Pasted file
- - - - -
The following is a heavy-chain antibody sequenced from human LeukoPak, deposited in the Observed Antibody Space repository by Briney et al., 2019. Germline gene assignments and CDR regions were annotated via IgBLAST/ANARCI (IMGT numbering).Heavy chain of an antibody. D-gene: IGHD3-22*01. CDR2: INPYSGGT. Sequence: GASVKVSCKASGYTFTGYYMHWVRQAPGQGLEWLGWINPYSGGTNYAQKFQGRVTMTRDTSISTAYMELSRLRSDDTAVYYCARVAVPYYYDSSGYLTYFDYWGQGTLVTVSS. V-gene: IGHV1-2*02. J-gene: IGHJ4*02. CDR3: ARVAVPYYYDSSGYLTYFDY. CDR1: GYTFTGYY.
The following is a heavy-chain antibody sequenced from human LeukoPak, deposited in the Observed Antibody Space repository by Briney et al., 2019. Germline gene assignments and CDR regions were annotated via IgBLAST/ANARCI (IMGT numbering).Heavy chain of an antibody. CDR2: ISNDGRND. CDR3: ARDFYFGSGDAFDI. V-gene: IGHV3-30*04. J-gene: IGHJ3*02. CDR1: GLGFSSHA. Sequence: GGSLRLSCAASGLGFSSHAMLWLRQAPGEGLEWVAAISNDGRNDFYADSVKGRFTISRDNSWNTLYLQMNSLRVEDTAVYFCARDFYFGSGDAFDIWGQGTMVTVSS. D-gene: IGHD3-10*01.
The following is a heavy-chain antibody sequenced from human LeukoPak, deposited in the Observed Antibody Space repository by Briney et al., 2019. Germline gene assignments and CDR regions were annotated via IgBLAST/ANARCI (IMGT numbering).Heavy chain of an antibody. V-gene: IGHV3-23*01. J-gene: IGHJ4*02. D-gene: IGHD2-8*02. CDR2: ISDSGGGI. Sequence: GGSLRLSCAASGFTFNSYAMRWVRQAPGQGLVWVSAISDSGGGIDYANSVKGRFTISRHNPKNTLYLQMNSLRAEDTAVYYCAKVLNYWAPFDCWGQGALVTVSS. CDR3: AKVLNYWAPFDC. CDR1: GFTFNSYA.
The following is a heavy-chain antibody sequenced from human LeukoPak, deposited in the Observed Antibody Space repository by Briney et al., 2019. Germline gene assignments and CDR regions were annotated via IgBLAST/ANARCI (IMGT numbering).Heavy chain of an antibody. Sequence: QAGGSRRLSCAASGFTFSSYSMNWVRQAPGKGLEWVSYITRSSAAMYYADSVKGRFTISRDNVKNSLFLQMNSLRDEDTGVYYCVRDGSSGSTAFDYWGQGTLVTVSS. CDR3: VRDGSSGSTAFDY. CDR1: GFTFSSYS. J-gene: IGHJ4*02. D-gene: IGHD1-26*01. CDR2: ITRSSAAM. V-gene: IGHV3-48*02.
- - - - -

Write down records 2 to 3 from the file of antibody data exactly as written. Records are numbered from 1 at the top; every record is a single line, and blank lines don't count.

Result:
The following is a heavy-chain antibody sequenced from human LeukoPak, deposited in the Observed Antibody Space repository by Briney et al., 2019. Germline gene assignments and CDR regions were annotated via IgBLAST/ANARCI (IMGT numbering).Heavy chain of an antibody. CDR2: ISNDGRND. CDR3: ARDFYFGSGDAFDI. V-gene: IGHV3-30*04. J-gene: IGHJ3*02. CDR1: GLGFSSHA. Sequence: GGSLRLSCAASGLGFSSHAMLWLRQAPGEGLEWVAAISNDGRNDFYADSVKGRFTISRDNSWNTLYLQMNSLRVEDTAVYFCARDFYFGSGDAFDIWGQGTMVTVSS. D-gene: IGHD3-10*01.
The following is a heavy-chain antibody sequenced from human LeukoPak, deposited in the Observed Antibody Space repository by Briney et al., 2019. Germline gene assignments and CDR regions were annotated via IgBLAST/ANARCI (IMGT numbering).Heavy chain of an antibody. V-gene: IGHV3-23*01. J-gene: IGHJ4*02. D-gene: IGHD2-8*02. CDR2: ISDSGGGI. Sequence: GGSLRLSCAASGFTFNSYAMRWVRQAPGQGLVWVSAISDSGGGIDYANSVKGRFTISRHNPKNTLYLQMNSLRAEDTAVYYCAKVLNYWAPFDCWGQGALVTVSS. CDR3: AKVLNYWAPFDC. CDR1: GFTFNSYA.